It wasn’t the day for food distribution at the after-school program in Phoenix, so a mother picking up her child was shocked to find that a fresh supply of healthy food was arriving, thanks to Flash Food Recovery.
Through tears, the woman said she only had a half-gallon of milk at home and hadn’t known what she was going to do, recalled Loni Lehnhardt, co-founder and director of operations for Flash Food Recovery. “That’s when we realized we were really doing something,” said Loni, who started the program with her husband Eric while they attended Arizona State University. “It’s not a permanent solution, but it’s a stopgap. It can make a difference.”
Flash Food Recovery originated from the university’s Engineering Projects in Community Service program, which has students from different disciplines address social issues using technology.
The Lehnhardts, members of University Lutheran Church, Tempe, Ariz., wanted to help those living with food insecurity. “We decided to take the technology used in flash mobs and apply that to food delivery situations,” Eric said. “That’s how we also got the name Flash Food Recovery.”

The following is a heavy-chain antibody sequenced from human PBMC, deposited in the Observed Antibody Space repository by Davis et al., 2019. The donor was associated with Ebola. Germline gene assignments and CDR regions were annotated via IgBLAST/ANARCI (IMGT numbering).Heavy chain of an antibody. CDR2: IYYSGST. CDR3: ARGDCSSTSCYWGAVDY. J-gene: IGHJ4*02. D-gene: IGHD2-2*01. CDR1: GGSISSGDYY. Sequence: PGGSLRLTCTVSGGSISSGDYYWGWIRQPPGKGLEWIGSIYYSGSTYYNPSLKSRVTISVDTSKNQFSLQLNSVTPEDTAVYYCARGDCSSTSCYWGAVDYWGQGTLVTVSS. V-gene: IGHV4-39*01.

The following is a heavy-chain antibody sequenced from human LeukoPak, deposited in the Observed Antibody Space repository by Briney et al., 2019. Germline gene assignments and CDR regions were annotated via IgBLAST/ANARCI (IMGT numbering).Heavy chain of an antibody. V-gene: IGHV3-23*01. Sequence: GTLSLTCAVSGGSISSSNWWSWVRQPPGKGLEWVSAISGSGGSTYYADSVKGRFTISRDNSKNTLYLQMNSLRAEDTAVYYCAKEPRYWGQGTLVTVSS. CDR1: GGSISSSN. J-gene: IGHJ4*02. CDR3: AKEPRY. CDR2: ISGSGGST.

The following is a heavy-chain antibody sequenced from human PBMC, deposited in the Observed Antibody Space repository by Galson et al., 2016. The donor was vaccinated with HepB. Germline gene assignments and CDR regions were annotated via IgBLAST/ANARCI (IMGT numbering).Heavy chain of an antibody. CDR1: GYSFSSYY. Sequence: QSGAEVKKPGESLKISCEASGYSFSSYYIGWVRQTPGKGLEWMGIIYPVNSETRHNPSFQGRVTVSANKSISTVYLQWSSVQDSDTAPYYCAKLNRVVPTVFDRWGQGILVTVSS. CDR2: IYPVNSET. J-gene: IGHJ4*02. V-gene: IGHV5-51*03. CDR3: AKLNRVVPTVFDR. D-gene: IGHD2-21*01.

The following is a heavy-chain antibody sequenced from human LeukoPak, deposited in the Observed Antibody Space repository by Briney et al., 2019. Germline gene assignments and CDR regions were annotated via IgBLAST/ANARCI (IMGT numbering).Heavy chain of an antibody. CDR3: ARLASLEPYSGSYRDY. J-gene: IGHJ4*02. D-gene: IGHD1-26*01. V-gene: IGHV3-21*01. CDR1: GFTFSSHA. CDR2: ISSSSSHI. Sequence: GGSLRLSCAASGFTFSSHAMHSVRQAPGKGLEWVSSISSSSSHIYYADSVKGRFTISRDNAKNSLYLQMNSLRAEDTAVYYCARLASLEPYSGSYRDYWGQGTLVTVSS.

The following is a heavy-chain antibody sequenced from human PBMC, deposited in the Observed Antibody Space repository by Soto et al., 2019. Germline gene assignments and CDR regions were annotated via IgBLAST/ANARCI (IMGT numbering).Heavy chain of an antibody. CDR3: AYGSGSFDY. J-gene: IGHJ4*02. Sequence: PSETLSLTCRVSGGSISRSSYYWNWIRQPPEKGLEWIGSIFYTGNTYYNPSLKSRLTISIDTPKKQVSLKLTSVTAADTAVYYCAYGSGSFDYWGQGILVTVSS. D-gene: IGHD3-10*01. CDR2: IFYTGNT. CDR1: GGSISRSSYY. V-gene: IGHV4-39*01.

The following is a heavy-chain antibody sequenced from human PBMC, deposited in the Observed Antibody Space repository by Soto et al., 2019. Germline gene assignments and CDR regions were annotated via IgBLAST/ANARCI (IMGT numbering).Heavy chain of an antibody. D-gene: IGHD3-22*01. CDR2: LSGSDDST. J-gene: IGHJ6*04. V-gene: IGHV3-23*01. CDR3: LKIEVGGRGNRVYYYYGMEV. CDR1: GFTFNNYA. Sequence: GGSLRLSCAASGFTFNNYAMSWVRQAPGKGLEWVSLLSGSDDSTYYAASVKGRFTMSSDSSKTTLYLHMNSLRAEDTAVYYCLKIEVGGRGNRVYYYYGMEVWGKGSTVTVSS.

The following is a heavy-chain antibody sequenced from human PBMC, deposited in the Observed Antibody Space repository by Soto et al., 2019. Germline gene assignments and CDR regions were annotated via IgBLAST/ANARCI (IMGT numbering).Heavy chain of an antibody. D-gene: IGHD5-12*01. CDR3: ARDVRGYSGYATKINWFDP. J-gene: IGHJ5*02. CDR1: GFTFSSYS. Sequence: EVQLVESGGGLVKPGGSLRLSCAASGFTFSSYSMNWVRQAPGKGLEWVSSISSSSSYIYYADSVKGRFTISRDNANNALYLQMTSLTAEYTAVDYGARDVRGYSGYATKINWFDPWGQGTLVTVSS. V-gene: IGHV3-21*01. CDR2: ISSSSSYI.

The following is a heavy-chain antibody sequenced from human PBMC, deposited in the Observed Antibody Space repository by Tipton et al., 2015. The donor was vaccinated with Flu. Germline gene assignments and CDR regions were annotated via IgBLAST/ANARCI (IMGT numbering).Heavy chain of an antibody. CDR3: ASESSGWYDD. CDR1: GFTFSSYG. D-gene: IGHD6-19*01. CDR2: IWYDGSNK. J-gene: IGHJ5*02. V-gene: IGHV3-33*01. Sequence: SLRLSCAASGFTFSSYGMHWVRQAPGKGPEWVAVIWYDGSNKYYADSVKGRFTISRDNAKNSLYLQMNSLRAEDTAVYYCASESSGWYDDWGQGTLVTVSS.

Flash mobs bring together disparate people to one place using group texting, usually to participate in an event. With Flash Food Recovery, restaurants, grocery stores and caterers use a mobile application to contact the program’s volunteers — the Flash Foodies — about perishable food they have. The foodies contact families about where and when the food will arrive, and then deliver it to participating centers.
While food banks and similar organizations are adept at collecting and distributing canned and dry goods, they aren’t as able to deal with food that spoils. Proper handling of perishables has been one of the biggest challenges, Eric said, which includes storage containers and knowing how long food can last before it’s no longer safe.
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© 2016 Augsburg Fortress, Publishers